Dogs Think Were Crazy

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Dogs Think Were Crazy

by Kirsten Frisch

It took me several years to realize I was just talking to my dogs. Yes, talking. Not communicating. In humans, it is well known advice that communication is the key to all relationships. Of course, communication is a two way street. You can try to make yourself clear to another human in one hundred different ways, but if they aren't open to listening, you will get nowhere.

Surprisingly, your dog is actually listening to you. Desperately listening. He is trying to make sense of your crazy arm movements, your strange eye contact, your weird posturing, and of course your loud voice.

I am guilty of it too. I spent years reading everything I could get my hands on about dog behavior. What I forgot to do was just listen to what MY dog's were telling me. My nose buried in a dog training book. My dog across the room watching me. Wondering what I would do next. Would I scramble to the kitchen when that loud noise started for no reason (the phone). Would I suddenly jump up and walk into the room with food (pizza delivery). Would I raise my voice and jump up and down when that other human showed up (friend coming over), and then proceed to dominate them with my arms (hug them).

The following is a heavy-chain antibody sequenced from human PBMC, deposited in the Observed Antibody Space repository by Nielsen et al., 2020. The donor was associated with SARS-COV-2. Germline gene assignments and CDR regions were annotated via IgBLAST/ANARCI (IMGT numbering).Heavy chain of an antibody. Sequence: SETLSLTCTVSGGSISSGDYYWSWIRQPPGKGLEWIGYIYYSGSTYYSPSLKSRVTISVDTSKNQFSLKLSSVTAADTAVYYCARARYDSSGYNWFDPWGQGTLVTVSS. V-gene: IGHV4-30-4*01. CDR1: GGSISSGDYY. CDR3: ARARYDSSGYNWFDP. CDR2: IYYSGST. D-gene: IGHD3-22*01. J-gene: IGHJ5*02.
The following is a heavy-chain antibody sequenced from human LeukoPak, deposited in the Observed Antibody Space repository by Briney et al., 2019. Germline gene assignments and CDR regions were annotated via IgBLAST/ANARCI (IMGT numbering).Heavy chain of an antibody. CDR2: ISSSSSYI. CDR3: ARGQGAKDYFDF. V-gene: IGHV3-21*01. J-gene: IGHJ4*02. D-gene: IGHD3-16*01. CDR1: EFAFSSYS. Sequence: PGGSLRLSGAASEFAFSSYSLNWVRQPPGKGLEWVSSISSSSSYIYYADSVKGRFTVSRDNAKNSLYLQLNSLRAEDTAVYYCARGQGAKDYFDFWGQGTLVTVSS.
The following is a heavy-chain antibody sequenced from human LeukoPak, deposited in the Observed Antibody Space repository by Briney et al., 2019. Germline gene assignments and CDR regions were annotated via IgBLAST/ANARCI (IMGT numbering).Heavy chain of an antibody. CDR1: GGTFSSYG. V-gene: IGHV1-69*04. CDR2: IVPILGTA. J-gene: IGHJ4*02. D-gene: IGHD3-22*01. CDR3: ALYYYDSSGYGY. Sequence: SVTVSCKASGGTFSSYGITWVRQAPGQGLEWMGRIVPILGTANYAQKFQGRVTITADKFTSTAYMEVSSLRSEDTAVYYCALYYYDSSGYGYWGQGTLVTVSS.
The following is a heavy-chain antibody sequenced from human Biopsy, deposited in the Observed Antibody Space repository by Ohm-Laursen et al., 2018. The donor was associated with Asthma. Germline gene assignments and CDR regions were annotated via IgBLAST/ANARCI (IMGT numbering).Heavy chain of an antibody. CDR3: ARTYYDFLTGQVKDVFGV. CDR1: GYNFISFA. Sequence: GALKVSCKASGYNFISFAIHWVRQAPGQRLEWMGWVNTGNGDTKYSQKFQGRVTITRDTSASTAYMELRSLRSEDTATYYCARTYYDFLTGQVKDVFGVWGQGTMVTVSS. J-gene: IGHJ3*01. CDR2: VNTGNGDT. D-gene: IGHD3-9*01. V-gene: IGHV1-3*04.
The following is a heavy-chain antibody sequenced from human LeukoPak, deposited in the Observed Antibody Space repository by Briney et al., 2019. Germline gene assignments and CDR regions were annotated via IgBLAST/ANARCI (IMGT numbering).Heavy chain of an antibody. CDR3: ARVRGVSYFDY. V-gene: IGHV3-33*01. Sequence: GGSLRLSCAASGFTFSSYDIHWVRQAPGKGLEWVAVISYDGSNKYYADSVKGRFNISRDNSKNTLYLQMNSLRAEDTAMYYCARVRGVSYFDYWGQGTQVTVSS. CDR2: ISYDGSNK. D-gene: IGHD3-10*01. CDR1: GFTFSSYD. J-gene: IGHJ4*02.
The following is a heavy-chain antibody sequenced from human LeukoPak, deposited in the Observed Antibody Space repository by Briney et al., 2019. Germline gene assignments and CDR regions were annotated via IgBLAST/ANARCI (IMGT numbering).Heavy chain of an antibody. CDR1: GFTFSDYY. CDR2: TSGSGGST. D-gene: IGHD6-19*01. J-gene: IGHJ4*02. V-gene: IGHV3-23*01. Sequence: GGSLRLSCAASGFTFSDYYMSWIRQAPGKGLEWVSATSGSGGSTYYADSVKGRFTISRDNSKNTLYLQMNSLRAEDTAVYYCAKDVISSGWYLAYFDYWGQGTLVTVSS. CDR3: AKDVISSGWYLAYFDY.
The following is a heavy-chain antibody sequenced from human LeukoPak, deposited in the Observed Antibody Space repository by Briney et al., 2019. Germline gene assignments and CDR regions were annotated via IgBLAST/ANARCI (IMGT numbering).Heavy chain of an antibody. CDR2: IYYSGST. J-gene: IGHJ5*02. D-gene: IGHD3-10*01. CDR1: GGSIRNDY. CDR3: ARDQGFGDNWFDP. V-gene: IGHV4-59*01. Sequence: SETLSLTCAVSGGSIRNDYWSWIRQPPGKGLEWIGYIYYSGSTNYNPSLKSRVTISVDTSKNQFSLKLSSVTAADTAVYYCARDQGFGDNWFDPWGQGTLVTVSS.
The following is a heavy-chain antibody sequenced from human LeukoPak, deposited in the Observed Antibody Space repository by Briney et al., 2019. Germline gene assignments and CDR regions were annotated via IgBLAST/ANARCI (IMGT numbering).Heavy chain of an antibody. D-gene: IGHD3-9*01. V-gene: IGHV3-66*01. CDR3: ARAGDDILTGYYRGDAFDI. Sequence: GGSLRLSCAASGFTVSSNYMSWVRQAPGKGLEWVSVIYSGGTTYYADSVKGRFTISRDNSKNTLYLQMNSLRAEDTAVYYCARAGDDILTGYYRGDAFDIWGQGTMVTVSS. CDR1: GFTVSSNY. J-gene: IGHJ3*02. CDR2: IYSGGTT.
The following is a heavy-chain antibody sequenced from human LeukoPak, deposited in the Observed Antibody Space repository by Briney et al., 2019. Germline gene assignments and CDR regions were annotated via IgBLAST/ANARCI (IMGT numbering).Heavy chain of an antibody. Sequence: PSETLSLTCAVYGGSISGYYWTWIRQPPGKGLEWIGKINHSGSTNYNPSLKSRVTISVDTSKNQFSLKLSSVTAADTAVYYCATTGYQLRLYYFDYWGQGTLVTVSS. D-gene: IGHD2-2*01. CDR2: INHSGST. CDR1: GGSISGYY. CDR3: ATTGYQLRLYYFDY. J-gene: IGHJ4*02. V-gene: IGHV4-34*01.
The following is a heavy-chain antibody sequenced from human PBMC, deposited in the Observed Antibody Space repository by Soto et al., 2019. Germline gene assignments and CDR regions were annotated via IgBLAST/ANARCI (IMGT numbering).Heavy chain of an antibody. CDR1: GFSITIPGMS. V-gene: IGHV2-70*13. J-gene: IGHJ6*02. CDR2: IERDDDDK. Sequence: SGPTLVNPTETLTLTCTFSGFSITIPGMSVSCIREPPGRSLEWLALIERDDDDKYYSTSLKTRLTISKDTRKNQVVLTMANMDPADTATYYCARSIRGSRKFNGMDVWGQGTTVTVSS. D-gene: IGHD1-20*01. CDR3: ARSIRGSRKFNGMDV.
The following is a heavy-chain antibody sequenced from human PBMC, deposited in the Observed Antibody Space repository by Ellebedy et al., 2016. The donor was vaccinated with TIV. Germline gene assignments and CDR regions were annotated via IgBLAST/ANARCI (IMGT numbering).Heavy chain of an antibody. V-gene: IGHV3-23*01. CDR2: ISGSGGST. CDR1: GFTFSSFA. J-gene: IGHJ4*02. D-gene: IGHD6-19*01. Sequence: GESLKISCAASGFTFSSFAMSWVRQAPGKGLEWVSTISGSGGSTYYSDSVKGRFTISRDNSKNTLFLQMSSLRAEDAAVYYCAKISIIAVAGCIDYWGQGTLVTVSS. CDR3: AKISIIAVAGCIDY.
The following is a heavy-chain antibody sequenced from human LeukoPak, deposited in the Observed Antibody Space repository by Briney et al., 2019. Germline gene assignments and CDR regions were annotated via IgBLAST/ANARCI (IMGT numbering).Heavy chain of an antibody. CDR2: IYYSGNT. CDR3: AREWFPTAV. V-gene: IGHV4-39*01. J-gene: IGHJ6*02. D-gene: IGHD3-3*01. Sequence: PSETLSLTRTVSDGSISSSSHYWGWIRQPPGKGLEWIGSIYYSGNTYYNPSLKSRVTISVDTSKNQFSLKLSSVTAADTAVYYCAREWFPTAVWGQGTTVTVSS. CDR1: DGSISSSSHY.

If I were a dog, I would growl or cower when a human approached. To a dog, humans seem unpredictable. They might have a pizza, but they also might try to hug you. Wouldn't you try to control unpredictable as best you could?

Unless we humans initiate the action, we are on the defense to strangers. We have created environments where we feel safer about social human-human interactions...bars, restaurants, and stores. We know on a large scale which of these social places we feel most comfortable. We like to hang out with like minded individuals.

Why is it, that we expect our dogs to just "get along" with everyone? We can't figure out why they are shy or aggressive towards other dogs or people. We want socially perfect dogs. How many people do you know are socially perfect? Surely, not me. I get tired and cranky after a few social hours at a bar. My friend Kiana can go for hours and hours.

Maybe what we humans could do for our dogs is just sit quietly and listen to them (keeping your paws to yourself of course). We could stop demanding. We could try and be more predictable for our dogs. When your dog is staring at you, he might not want anything. It is just he gets a treat every time, and that is predictable.

Remember, communication is a two way street.

Kirsten Frisch has worked with sled dogs for over 8 years. She has handled dogs in Alaska for mid and long distance races such as the Copper Basin 300 and Yukon Quest 1000 mile race. Her background also includes Veterinary Technician, sled dog rescue and foster, artist, and traveller. You can learn more about Kirsten and sled dogs at

Kirsten Frisch - EzineArticles Expert Author

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